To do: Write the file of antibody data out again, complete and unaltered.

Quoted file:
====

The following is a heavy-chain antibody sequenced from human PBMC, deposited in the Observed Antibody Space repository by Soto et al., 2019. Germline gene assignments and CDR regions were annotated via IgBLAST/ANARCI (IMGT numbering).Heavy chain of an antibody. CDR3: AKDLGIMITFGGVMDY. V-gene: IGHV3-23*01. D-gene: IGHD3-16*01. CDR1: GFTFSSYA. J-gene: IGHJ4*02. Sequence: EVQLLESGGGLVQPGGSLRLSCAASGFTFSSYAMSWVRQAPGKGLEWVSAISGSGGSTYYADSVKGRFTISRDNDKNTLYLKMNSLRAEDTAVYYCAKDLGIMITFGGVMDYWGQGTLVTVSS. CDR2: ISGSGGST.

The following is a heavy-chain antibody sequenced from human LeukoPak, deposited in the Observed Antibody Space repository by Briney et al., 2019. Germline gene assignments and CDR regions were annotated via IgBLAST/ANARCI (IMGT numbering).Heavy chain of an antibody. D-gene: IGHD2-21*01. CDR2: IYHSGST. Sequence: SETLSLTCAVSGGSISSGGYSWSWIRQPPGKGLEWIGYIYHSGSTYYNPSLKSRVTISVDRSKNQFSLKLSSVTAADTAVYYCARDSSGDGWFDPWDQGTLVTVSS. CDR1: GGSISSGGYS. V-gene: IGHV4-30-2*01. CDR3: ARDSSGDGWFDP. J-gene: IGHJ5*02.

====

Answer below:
The following is a heavy-chain antibody sequenced from human PBMC, deposited in the Observed Antibody Space repository by Soto et al., 2019. Germline gene assignments and CDR regions were annotated via IgBLAST/ANARCI (IMGT numbering).Heavy chain of an antibody. CDR3: AKDLGIMITFGGVMDY. V-gene: IGHV3-23*01. D-gene: IGHD3-16*01. CDR1: GFTFSSYA. J-gene: IGHJ4*02. Sequence: EVQLLESGGGLVQPGGSLRLSCAASGFTFSSYAMSWVRQAPGKGLEWVSAISGSGGSTYYADSVKGRFTISRDNDKNTLYLKMNSLRAEDTAVYYCAKDLGIMITFGGVMDYWGQGTLVTVSS. CDR2: ISGSGGST.

The following is a heavy-chain antibody sequenced from human LeukoPak, deposited in the Observed Antibody Space repository by Briney et al., 2019. Germline gene assignments and CDR regions were annotated via IgBLAST/ANARCI (IMGT numbering).Heavy chain of an antibody. D-gene: IGHD2-21*01. CDR2: IYHSGST. Sequence: SETLSLTCAVSGGSISSGGYSWSWIRQPPGKGLEWIGYIYHSGSTYYNPSLKSRVTISVDRSKNQFSLKLSSVTAADTAVYYCARDSSGDGWFDPWDQGTLVTVSS. CDR1: GGSISSGGYS. V-gene: IGHV4-30-2*01. CDR3: ARDSSGDGWFDP. J-gene: IGHJ5*02.